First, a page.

While the consequences of such a move can only be guessed at, the administration’s reasons for it are quite clear. The foremost one is ragging. Although there has been a significant decrease in the number and severity of ragging cases over the past few years, there has been some concern over what steps are necessary to bring this menace to a complete stop. This measure will definitely bring down ragging within hostels, but it won’t do the same for ragging at fundae sessions, LitSoc meetings, Schroeter matches, department nights, Gurunath etc., which, in all probability, may increase further. This rule may help a lot of students escape unpleasant experiences, but it will also deprive them of meaningful conversations, discussions and friendships with sensible and mature seniors. Inter-hostel ragging, which is mostly regional in nature and where seniors from one region interact with freshers from the same region, is unlikely to be affected at all.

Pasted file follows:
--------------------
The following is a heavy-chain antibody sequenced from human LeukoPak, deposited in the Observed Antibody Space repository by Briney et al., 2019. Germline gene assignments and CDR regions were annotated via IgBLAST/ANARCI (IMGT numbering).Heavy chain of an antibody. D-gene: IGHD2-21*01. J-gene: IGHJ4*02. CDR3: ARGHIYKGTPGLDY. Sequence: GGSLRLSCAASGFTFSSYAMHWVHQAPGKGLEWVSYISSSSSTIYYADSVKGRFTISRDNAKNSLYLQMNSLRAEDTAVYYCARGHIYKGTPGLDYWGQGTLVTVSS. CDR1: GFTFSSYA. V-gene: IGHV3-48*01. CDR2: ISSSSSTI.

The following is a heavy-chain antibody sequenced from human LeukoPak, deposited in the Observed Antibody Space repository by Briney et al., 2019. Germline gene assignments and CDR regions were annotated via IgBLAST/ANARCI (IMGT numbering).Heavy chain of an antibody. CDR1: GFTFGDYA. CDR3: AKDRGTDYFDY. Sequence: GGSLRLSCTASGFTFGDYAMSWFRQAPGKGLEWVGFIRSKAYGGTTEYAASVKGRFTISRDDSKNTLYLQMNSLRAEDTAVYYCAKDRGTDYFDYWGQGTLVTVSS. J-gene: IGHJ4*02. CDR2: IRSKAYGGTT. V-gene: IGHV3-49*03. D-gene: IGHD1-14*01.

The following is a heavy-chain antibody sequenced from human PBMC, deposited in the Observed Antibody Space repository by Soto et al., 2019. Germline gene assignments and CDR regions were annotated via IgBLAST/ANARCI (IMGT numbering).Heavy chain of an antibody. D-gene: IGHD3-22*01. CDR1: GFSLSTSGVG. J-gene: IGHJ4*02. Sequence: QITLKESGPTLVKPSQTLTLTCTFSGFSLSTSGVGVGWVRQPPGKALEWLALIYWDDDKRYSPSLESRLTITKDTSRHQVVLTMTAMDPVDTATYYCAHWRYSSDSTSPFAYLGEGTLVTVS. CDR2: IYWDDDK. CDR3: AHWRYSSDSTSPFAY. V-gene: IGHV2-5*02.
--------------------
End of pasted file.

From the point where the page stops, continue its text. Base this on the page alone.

What then? Will the next step be to curtail all interactions between seniors and freshmen? Such a system does exist in other colleges – for example, IIT Kharagpur. The result there has been that students spend their first year in relative isolation, and are subjected to ragging during their second year. Since there are fewer regulations protecting second-year students from such interactions than there are protecting freshmen, such a system is more dangerous than the one we currently have.

The administration also hopes that this move will help students perform better at academics.  Their theory is that freshers are gullible and their attention can be easily diverted in the current environment to extra-curricular activities (read: Shaastra, Saarang, Schroeter, etc.). The absence of such influences, they argue, will benefit students. There is widespread disbelief among the students at this reasoning. Undoubtedly, all the students cannot be expected to have a similar interest in academics and to rid them of the opportunity to experiment and discover their true interests, be it in any sphere than the institute can provide, will be highly damaging to the students’ prospects and indeed, to the institute’s future. The underperformance of students can be attributed to a wide variety of causes, including large impersonal classes, the lack of useful tutorial sessions (where students can get individual attention), etc., but this one is neither the most threatening nor the most out of hand.